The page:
From the Worldwide Faith News archives


Date 05 May 1996 09:02:12


                         By Julian Shipp  
HONG KONG--Preparing for the Non-Governmental Organization (NGO) Forum to 
be held near Beijing, 35 participants in the Presbyterian Church (U.S.A.) 
travel/study seminar to China gathered at Mandarin Church of Christ Aug. 30 
to worship, build community, strategize and discuss administrative matters 
related to the United Nations' Fourth World Conference on Women.  
     At the NGO Forum, nearly 40,000 women and men from around the world 
have gathered to discuss their ongoing work related to global women's 
concerns, celebrate women's achievements and examine strategies for working 
together to realize the goals of equality, development and peace.   
     Although the NGO Forum is not a policy-making body, and the PC(USA) 
group's visit to China is an educational seminar, not an official 
delegation to the U.N. women's conference, Forum participants will examine 
how to work with world governments to shape and implement policies 
regarding women.  
     A member of the Church of Christ in China Hong Kong Council, which is 
a partner church of the PC(USA), the Mandarin Church had its origin in 
China as a Presbyterian church. With refugees from Hunan as charter 
members, the congregation meets in a refurbished storefront apartment above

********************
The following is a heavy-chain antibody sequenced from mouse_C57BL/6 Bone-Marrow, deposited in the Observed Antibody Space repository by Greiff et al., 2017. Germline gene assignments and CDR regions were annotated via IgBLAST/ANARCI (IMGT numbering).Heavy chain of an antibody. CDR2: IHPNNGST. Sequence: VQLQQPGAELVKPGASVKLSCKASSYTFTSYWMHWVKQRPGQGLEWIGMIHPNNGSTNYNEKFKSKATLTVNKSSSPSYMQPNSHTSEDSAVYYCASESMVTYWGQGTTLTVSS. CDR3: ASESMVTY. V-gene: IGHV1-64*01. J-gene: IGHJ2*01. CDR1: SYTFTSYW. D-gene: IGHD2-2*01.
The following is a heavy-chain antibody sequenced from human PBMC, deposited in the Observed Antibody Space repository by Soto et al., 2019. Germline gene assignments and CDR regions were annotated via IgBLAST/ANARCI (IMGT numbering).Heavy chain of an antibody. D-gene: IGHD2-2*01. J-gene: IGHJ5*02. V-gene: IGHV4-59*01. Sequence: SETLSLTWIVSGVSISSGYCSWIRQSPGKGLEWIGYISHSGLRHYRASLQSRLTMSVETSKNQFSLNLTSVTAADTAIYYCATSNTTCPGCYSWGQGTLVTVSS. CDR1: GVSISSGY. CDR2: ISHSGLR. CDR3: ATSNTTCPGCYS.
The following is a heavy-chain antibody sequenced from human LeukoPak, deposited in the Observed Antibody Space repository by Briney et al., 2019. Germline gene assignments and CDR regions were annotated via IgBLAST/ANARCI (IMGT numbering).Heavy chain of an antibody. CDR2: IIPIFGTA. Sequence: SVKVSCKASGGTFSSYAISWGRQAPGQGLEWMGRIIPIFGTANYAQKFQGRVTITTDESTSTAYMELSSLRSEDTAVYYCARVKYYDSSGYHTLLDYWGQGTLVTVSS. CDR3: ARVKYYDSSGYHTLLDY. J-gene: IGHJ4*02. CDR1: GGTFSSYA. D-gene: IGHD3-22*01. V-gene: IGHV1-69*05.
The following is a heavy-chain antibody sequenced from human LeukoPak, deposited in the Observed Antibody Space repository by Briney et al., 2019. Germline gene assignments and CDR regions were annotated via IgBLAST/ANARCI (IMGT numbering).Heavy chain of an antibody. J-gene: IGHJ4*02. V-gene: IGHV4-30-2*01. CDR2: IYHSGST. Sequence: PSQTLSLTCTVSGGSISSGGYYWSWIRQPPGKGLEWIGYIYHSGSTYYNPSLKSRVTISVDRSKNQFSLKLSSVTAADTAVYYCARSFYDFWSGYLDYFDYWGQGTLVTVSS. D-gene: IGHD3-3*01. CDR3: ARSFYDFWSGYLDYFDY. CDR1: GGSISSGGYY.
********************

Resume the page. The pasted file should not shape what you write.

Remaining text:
a clamorous street.  
     Leading worship, Hazel Fuhrmeister, moderator of Presbyterian Women 
and a seminar participant from Southern New England Presbytery, reminded 
the predominantly female audience that the upcoming weeks will be 
challenging, but God and God's people will be there too.  
     "The next two weeks are going to bring some difficulties,  but there 
is no doubt that it will be worth it," Fuhrmeister said, encouraging the 
group to keep love, patience, generosity and prayer in abundance during 
their time together.  
     According to Melissa Gillis of the Presbyterian U.N. Office in New 
York, the U.S. has supported language in the conference's Platform for 
Action draft that invites governments to come to Beijing ready to state 
specific national commitments for priority action. She said this was done 
in order to help ensure that the words agreed upon come to life.       
     This, Gillis said, despite the fact there has been a lot of 
controversy since early April over the word "gender" in the Platform for 
Action by a handful of countries. She said this action took most countries 
by surprise since the word has been used extensively throughout the U.N. 
system for the past 20 years.  
     Interested nations met in May in order to resolve the issue.  Rather 
than attempt to define the word, they agreed to a chairperson's statement 
reflecting their general understanding of the word, acknowledged that there 
are no new meanings attached to the word, and agreed that "gender" would 
continue to be understood as before in the U.N. system.  
     "The term  gender' has been used at the U.N. since the early 1980s," 
Gillis said. "But there has been an evolution in that term over recent 
years. As it stands now, the term  gender' is still in the document, but it 
does cause a distraction. It does keep other [conference issues] from 
moving forward."  
     The Presbyterian group departed for Beijing on Aug. 31 and met with 
women in the Chinese church prior to attending the NGO Forum. 

For more information contact Presbyterian News Service
  Presbyterian Church (U.S.A.), Louisville, KY 40202
  phone 502-569-5504            fax 502-569-8073  
  E-mail   Web page: 


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